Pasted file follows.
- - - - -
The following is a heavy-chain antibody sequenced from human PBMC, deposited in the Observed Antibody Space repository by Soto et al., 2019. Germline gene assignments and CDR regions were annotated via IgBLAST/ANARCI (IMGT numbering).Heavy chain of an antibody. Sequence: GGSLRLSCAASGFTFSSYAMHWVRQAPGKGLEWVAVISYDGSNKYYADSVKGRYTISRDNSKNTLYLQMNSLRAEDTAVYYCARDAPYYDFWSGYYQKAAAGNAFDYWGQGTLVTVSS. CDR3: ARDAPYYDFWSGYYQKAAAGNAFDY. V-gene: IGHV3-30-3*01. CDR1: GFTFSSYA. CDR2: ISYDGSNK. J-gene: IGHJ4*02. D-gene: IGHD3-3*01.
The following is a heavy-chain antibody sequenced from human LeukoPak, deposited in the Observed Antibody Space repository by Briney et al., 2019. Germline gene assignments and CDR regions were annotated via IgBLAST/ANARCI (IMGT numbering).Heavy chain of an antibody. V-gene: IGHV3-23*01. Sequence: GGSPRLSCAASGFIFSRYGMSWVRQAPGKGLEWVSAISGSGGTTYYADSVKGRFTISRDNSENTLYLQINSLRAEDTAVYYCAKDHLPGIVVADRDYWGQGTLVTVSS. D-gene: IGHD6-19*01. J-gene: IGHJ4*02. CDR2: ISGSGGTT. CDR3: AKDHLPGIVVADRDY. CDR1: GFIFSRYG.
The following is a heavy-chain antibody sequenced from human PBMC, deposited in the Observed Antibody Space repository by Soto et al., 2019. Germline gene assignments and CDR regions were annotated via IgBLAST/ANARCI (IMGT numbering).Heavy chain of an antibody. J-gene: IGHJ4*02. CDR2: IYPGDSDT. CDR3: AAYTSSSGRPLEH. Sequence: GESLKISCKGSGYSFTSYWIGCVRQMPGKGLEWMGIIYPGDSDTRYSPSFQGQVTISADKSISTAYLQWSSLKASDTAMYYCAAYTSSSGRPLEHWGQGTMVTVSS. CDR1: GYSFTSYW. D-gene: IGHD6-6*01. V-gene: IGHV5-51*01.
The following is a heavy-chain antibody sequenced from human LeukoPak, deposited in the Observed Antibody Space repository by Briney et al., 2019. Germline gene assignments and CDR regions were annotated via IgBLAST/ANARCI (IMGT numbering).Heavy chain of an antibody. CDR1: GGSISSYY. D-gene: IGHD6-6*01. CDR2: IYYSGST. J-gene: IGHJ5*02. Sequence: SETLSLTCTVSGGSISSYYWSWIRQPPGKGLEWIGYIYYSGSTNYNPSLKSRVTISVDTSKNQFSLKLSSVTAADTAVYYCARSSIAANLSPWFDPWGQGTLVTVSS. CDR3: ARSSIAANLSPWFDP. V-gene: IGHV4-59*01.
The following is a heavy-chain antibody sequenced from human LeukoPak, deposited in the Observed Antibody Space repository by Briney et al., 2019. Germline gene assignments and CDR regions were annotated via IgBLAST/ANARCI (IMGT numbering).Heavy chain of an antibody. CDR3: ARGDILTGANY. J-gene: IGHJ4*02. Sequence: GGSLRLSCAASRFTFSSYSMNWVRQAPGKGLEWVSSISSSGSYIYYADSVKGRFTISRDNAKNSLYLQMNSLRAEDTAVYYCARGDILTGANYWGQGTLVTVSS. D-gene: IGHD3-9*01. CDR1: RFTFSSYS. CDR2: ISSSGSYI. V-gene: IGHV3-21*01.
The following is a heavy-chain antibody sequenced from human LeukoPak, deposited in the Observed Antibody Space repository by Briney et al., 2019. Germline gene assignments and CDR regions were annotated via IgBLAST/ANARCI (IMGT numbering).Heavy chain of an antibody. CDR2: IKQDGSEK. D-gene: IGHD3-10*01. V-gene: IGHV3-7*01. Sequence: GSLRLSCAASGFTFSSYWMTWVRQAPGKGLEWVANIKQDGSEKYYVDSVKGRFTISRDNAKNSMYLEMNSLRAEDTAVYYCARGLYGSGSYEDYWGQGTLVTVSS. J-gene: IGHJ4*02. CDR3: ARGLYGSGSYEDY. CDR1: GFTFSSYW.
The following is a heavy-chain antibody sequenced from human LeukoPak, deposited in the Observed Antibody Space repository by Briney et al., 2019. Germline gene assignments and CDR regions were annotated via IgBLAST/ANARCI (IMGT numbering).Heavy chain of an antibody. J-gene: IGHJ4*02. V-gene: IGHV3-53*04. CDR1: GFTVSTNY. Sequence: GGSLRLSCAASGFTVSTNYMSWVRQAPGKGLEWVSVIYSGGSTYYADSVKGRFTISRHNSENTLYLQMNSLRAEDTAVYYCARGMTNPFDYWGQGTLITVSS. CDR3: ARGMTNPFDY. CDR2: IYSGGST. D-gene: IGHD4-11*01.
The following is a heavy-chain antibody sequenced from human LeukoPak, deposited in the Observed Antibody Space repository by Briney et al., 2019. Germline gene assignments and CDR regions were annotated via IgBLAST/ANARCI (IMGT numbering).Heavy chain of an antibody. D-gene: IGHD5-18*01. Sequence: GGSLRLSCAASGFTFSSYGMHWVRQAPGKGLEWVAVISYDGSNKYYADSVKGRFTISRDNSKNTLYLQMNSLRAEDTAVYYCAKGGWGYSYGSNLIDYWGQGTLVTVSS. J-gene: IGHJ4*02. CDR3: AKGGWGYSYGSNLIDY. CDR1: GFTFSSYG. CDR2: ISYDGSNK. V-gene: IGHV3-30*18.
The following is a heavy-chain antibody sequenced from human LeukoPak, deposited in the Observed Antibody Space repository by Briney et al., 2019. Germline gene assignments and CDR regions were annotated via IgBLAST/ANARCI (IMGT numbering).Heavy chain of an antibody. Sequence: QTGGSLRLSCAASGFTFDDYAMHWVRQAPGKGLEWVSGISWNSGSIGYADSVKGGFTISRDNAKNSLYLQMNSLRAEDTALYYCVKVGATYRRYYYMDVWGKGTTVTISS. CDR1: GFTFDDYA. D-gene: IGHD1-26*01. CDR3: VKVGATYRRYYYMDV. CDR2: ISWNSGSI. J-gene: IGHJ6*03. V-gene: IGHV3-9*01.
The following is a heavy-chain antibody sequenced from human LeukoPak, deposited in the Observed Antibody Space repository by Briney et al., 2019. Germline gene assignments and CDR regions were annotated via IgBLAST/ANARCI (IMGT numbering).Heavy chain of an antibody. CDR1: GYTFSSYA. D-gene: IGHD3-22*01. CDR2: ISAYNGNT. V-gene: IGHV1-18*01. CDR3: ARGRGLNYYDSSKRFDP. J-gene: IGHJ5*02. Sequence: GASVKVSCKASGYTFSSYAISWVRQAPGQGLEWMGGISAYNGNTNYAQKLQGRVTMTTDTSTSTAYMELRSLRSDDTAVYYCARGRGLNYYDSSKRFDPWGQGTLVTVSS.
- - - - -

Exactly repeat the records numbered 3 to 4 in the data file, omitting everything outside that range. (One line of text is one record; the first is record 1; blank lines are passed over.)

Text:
The following is a heavy-chain antibody sequenced from human PBMC, deposited in the Observed Antibody Space repository by Soto et al., 2019. Germline gene assignments and CDR regions were annotated via IgBLAST/ANARCI (IMGT numbering).Heavy chain of an antibody. J-gene: IGHJ4*02. CDR2: IYPGDSDT. CDR3: AAYTSSSGRPLEH. Sequence: GESLKISCKGSGYSFTSYWIGCVRQMPGKGLEWMGIIYPGDSDTRYSPSFQGQVTISADKSISTAYLQWSSLKASDTAMYYCAAYTSSSGRPLEHWGQGTMVTVSS. CDR1: GYSFTSYW. D-gene: IGHD6-6*01. V-gene: IGHV5-51*01.
The following is a heavy-chain antibody sequenced from human LeukoPak, deposited in the Observed Antibody Space repository by Briney et al., 2019. Germline gene assignments and CDR regions were annotated via IgBLAST/ANARCI (IMGT numbering).Heavy chain of an antibody. CDR1: GGSISSYY. D-gene: IGHD6-6*01. CDR2: IYYSGST. J-gene: IGHJ5*02. Sequence: SETLSLTCTVSGGSISSYYWSWIRQPPGKGLEWIGYIYYSGSTNYNPSLKSRVTISVDTSKNQFSLKLSSVTAADTAVYYCARSSIAANLSPWFDPWGQGTLVTVSS. CDR3: ARSSIAANLSPWFDP. V-gene: IGHV4-59*01.